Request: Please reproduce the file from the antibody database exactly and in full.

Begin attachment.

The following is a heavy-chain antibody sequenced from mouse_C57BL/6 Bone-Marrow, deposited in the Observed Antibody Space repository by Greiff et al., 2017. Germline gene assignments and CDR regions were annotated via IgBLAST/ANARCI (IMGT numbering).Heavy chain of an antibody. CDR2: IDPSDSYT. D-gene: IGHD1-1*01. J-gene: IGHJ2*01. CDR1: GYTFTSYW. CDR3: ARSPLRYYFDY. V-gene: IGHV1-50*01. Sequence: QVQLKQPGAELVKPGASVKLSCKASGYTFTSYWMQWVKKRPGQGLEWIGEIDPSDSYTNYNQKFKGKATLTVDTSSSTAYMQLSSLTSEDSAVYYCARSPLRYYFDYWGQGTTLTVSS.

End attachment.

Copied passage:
The following is a heavy-chain antibody sequenced from mouse_C57BL/6 Bone-Marrow, deposited in the Observed Antibody Space repository by Greiff et al., 2017. Germline gene assignments and CDR regions were annotated via IgBLAST/ANARCI (IMGT numbering).Heavy chain of an antibody. CDR2: IDPSDSYT. D-gene: IGHD1-1*01. J-gene: IGHJ2*01. CDR1: GYTFTSYW. CDR3: ARSPLRYYFDY. V-gene: IGHV1-50*01. Sequence: QVQLKQPGAELVKPGASVKLSCKASGYTFTSYWMQWVKKRPGQGLEWIGEIDPSDSYTNYNQKFKGKATLTVDTSSSTAYMQLSSLTSEDSAVYYCARSPLRYYFDYWGQGTTLTVSS.